CHIANG RAI – Yesterday, the Pollution Control Department revealed that the PM10 level was highest in Chiang Rai town at 293 micrograms per cubic metre.
Mae Sai in Chiang Rai recorded 281 mcg per cubic metre and Mae Chaem in Chiang Mai 199 mcg per cubic metre. Air pollution graphs show that the haze has intensified in many provinces.
Amnart Chermlae, Natural Resources and Environment director at the Chiang Rai Provincial Office, said severe haze remains in the province because the 60-day ban on people burning their fields had ended. So, burning had resumed.
“We detected a sharp rise in hotspot numbers after the burning ban was lifted last Friday. The number of hotspots rose to more than 200 within one day, so the haze problem greatly intensified in Chiang Rai,” Amnart explained.
The law was strictly enforced during the 60 days from mid-February to mid-April. People found burning leftover litter from farms, or garbage in an open area, were fined up to Bt2,000 or faced up to a month in jail.
Amnart said people feared the strict law, so when the ban was finally lifted they resumed burning their fields again because it is the easiest way to prepare land for new crops. This led to many new hotspots during long Songkran break.
He also said that normally during this time of the year, there would be rain from summer storms to clear dust particles from the air, but this year Chiang Rai had received no rain at all during April.
However, government meteorologist Surangkana Chongsawat said that this year’s summer storm pattern was still normal. But these occurred in the east and southern parts of the North, while severe haze lingered in the Upper North.
“We have to understand the nature of a summer storm. Unlike normal downpours in the rainy season, which cover large areas, a summer storm causes rainfall in a small area with a combination of hail and strong gusty winds, so it may not relieve the haze situation,” Surangkana said.
With the haze season in the North very long and brutal, people in Mae Sai district have started an online campaign “PrayForMaesai” to urge authorities to seriously tackle the problem. The campaign was initiated by the Mae Sai Creative Group (‘Mae Sai Sangsan’).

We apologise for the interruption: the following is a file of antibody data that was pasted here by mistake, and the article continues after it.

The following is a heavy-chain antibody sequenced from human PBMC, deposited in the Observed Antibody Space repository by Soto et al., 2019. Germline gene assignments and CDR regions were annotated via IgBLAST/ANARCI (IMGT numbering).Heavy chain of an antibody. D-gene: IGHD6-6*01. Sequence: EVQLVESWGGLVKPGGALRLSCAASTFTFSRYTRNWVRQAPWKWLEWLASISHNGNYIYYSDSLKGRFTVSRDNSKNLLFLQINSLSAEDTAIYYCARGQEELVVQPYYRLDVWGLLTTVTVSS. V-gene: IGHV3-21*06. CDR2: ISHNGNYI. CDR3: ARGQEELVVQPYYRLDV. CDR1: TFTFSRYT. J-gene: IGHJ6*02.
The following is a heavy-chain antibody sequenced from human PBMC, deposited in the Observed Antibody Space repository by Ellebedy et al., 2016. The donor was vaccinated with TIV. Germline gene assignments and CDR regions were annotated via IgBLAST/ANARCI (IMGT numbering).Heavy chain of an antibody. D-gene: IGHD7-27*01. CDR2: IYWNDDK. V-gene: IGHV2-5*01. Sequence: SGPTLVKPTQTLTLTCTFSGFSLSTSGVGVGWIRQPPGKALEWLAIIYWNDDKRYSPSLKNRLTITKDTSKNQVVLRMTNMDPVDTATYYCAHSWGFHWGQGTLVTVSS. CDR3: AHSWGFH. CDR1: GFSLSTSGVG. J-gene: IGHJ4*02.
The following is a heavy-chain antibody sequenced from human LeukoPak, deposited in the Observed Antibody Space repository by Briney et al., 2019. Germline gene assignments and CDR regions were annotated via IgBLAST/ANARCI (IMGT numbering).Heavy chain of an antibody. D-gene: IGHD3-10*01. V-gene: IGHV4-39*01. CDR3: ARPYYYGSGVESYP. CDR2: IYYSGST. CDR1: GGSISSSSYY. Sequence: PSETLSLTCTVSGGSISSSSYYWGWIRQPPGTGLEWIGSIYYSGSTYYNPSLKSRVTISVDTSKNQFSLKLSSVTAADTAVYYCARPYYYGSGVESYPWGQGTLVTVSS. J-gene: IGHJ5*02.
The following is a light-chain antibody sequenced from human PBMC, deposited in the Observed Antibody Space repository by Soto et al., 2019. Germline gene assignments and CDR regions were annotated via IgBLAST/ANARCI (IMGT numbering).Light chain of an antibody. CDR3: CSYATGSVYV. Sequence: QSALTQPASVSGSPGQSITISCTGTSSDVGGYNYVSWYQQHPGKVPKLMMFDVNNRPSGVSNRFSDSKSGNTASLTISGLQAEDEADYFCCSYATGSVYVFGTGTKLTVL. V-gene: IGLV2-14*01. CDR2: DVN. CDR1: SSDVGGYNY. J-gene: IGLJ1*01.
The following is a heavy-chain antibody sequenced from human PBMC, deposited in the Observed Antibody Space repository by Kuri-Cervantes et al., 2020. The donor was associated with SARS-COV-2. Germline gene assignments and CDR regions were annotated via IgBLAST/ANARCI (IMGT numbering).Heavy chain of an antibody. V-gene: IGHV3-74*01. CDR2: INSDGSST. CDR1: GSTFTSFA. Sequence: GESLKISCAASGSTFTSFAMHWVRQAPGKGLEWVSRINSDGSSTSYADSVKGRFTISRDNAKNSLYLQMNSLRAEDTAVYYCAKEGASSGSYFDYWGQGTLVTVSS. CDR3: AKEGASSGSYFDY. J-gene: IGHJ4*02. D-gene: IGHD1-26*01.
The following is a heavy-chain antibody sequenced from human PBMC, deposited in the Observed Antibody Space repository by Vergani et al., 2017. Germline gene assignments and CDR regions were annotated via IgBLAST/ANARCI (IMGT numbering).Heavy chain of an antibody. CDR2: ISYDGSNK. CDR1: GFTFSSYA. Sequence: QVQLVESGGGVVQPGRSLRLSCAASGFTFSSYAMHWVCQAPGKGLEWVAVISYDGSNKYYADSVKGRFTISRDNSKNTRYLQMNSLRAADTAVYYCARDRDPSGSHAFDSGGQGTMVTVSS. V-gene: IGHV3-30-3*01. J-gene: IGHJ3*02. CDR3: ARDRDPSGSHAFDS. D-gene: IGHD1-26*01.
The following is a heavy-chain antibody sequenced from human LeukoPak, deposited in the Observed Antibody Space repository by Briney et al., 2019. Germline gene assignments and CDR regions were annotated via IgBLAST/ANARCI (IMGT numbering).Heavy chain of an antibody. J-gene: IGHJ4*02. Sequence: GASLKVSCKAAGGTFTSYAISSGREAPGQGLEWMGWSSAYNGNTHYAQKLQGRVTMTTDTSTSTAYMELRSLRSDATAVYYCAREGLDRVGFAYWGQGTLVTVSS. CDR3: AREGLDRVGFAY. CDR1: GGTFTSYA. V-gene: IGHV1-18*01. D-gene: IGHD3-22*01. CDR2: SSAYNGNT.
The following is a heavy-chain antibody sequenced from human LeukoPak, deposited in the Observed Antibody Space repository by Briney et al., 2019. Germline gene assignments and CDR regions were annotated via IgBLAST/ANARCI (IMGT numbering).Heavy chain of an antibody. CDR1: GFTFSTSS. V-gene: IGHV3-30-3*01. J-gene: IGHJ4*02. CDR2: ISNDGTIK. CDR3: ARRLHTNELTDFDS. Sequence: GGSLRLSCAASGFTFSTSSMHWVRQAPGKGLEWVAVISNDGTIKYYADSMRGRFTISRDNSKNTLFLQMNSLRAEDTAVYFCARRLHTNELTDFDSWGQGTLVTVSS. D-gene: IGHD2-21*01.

The group said even though the authorities applied strict laws to prevent burning, they could not solve the problem and local people must endure this every year. But something had to be done to send a message to policy-makers to seriously counter the problem, the group said.
People participating in the campaign have begun posting pictures of themselves with facemasks on social networks, with the hashtag #PrayForMaesai.
Meanwhile, The Prime Minister has expressed his concerns over the haze situation in Northern provinces, urging agencies to take control of the situation and is set to visit the affected areas next week, according to a spokesman.
The Prime Minister is set to visit Chiang Mai Province to meet with the general public, and to oversee the mitigation operations in the affected areas on 27 April 2016. The province’s ban of burning activities has been lifted to allow farmers to burn forest areas in preparation for the upcoming cultivation season.
The spokesman said the Prime Minister has ordered governors of the affected provinces to closely communicate with the general public to create an understanding regarding the situation, as the enforcement of legal measures alone might be insufficient, while authorities are urged to take care of the publicâ€™s health during the situation.
The general public affected from the haze situation can call the 1784 hotline for assistance.